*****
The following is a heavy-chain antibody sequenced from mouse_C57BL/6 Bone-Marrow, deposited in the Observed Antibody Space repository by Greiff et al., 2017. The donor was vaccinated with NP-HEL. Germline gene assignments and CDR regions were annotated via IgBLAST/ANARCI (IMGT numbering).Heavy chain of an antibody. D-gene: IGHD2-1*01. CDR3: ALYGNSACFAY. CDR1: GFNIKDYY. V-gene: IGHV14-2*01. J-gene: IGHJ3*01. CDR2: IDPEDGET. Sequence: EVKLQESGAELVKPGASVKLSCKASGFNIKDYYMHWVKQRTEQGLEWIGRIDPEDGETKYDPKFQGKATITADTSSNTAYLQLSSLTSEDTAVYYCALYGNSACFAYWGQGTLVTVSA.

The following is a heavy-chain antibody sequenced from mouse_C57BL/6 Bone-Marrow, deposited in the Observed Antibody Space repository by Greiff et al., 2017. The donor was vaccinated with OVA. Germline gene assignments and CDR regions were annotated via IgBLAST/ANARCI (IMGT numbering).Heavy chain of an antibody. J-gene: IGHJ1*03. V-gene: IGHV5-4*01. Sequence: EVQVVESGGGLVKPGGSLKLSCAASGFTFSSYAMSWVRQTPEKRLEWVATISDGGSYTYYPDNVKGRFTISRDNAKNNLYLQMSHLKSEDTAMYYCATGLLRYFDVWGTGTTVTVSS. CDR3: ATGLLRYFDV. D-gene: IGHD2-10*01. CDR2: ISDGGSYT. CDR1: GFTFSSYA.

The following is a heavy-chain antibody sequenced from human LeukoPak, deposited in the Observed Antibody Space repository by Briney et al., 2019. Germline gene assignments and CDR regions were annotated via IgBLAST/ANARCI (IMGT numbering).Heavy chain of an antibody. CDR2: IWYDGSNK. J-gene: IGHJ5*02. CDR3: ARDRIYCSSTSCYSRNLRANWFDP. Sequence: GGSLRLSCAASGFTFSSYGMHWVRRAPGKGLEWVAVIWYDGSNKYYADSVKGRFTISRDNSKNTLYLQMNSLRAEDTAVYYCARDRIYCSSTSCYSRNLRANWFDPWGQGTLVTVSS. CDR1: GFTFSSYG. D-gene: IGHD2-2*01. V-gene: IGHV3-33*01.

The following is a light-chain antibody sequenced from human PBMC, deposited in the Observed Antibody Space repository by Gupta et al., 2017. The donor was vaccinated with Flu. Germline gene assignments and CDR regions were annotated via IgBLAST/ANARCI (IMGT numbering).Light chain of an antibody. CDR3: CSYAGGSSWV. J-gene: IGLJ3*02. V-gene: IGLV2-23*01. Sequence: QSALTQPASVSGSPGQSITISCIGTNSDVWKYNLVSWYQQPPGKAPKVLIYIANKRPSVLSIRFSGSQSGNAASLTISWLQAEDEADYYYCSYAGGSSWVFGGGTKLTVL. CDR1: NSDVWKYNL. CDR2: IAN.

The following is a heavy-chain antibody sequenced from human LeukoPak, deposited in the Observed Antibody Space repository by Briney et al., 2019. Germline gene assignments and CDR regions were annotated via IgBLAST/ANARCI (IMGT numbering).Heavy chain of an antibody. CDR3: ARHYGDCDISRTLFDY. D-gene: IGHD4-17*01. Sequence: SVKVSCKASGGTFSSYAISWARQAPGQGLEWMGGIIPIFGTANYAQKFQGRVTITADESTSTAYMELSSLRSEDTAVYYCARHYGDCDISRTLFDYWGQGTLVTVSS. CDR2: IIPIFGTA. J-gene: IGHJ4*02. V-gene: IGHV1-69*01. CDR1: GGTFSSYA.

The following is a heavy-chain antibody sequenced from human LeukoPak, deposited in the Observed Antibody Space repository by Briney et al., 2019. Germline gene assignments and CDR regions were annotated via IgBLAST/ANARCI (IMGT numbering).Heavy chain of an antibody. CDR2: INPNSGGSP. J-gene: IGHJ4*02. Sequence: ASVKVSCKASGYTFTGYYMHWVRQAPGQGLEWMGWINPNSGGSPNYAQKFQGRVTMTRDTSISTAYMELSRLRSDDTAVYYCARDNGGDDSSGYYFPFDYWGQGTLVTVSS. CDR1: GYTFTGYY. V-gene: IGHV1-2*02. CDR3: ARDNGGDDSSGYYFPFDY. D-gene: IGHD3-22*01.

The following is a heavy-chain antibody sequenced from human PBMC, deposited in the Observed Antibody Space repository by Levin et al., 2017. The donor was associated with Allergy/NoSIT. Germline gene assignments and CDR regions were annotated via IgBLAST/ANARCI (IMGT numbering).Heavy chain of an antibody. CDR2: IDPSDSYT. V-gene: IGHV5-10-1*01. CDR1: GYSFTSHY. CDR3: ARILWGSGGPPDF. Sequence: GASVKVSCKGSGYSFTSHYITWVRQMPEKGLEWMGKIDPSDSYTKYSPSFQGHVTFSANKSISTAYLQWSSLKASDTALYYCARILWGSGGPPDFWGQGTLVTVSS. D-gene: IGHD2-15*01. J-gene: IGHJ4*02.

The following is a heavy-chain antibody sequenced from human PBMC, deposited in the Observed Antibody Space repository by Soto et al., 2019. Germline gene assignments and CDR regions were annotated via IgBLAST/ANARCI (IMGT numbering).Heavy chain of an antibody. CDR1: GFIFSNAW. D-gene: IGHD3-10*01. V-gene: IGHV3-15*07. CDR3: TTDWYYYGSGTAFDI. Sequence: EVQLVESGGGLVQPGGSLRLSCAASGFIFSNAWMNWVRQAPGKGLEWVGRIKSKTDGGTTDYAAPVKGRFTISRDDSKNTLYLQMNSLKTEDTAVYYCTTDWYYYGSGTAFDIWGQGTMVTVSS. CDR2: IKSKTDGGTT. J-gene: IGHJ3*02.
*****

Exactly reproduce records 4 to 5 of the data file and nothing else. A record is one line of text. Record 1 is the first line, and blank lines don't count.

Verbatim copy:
The following is a light-chain antibody sequenced from human PBMC, deposited in the Observed Antibody Space repository by Gupta et al., 2017. The donor was vaccinated with Flu. Germline gene assignments and CDR regions were annotated via IgBLAST/ANARCI (IMGT numbering).Light chain of an antibody. CDR3: CSYAGGSSWV. J-gene: IGLJ3*02. V-gene: IGLV2-23*01. Sequence: QSALTQPASVSGSPGQSITISCIGTNSDVWKYNLVSWYQQPPGKAPKVLIYIANKRPSVLSIRFSGSQSGNAASLTISWLQAEDEADYYYCSYAGGSSWVFGGGTKLTVL. CDR1: NSDVWKYNL. CDR2: IAN.

The following is a heavy-chain antibody sequenced from human LeukoPak, deposited in the Observed Antibody Space repository by Briney et al., 2019. Germline gene assignments and CDR regions were annotated via IgBLAST/ANARCI (IMGT numbering).Heavy chain of an antibody. CDR3: ARHYGDCDISRTLFDY. D-gene: IGHD4-17*01. Sequence: SVKVSCKASGGTFSSYAISWARQAPGQGLEWMGGIIPIFGTANYAQKFQGRVTITADESTSTAYMELSSLRSEDTAVYYCARHYGDCDISRTLFDYWGQGTLVTVSS. CDR2: IIPIFGTA. J-gene: IGHJ4*02. V-gene: IGHV1-69*01. CDR1: GGTFSSYA.